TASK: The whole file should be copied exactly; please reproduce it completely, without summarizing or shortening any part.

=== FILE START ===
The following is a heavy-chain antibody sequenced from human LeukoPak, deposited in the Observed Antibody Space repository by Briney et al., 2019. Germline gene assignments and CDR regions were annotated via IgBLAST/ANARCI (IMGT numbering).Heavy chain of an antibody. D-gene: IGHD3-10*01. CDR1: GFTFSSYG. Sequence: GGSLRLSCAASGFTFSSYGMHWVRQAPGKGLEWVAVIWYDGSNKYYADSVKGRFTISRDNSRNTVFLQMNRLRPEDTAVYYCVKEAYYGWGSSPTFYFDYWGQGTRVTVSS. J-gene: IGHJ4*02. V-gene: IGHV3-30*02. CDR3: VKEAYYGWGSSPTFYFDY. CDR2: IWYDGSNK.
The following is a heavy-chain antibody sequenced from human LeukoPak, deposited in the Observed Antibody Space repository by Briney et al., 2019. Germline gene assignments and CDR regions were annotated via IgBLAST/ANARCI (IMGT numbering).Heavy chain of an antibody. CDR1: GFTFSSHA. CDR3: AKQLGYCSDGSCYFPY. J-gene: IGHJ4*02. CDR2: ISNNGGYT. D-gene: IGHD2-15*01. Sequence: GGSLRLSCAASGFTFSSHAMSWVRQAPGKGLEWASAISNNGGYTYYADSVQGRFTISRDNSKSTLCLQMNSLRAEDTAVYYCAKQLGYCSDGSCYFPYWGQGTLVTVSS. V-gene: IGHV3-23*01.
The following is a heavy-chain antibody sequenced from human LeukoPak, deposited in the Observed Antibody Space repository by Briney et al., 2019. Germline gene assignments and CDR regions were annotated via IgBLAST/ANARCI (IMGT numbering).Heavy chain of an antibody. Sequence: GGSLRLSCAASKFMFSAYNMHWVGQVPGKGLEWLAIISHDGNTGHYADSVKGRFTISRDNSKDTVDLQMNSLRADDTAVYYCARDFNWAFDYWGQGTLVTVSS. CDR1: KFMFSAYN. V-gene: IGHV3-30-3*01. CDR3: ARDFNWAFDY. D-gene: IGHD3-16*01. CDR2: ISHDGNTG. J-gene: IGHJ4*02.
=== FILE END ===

The following is a heavy-chain antibody sequenced from human LeukoPak, deposited in the Observed Antibody Space repository by Briney et al., 2019. Germline gene assignments and CDR regions were annotated via IgBLAST/ANARCI (IMGT numbering).Heavy chain of an antibody. D-gene: IGHD3-10*01. CDR1: GFTFSSYG. Sequence: GGSLRLSCAASGFTFSSYGMHWVRQAPGKGLEWVAVIWYDGSNKYYADSVKGRFTISRDNSRNTVFLQMNRLRPEDTAVYYCVKEAYYGWGSSPTFYFDYWGQGTRVTVSS. J-gene: IGHJ4*02. V-gene: IGHV3-30*02. CDR3: VKEAYYGWGSSPTFYFDY. CDR2: IWYDGSNK.
The following is a heavy-chain antibody sequenced from human LeukoPak, deposited in the Observed Antibody Space repository by Briney et al., 2019. Germline gene assignments and CDR regions were annotated via IgBLAST/ANARCI (IMGT numbering).Heavy chain of an antibody. CDR1: GFTFSSHA. CDR3: AKQLGYCSDGSCYFPY. J-gene: IGHJ4*02. CDR2: ISNNGGYT. D-gene: IGHD2-15*01. Sequence: GGSLRLSCAASGFTFSSHAMSWVRQAPGKGLEWASAISNNGGYTYYADSVQGRFTISRDNSKSTLCLQMNSLRAEDTAVYYCAKQLGYCSDGSCYFPYWGQGTLVTVSS. V-gene: IGHV3-23*01.
The following is a heavy-chain antibody sequenced from human LeukoPak, deposited in the Observed Antibody Space repository by Briney et al., 2019. Germline gene assignments and CDR regions were annotated via IgBLAST/ANARCI (IMGT numbering).Heavy chain of an antibody. Sequence: GGSLRLSCAASKFMFSAYNMHWVGQVPGKGLEWLAIISHDGNTGHYADSVKGRFTISRDNSKDTVDLQMNSLRADDTAVYYCARDFNWAFDYWGQGTLVTVSS. CDR1: KFMFSAYN. V-gene: IGHV3-30-3*01. CDR3: ARDFNWAFDY. D-gene: IGHD3-16*01. CDR2: ISHDGNTG. J-gene: IGHJ4*02.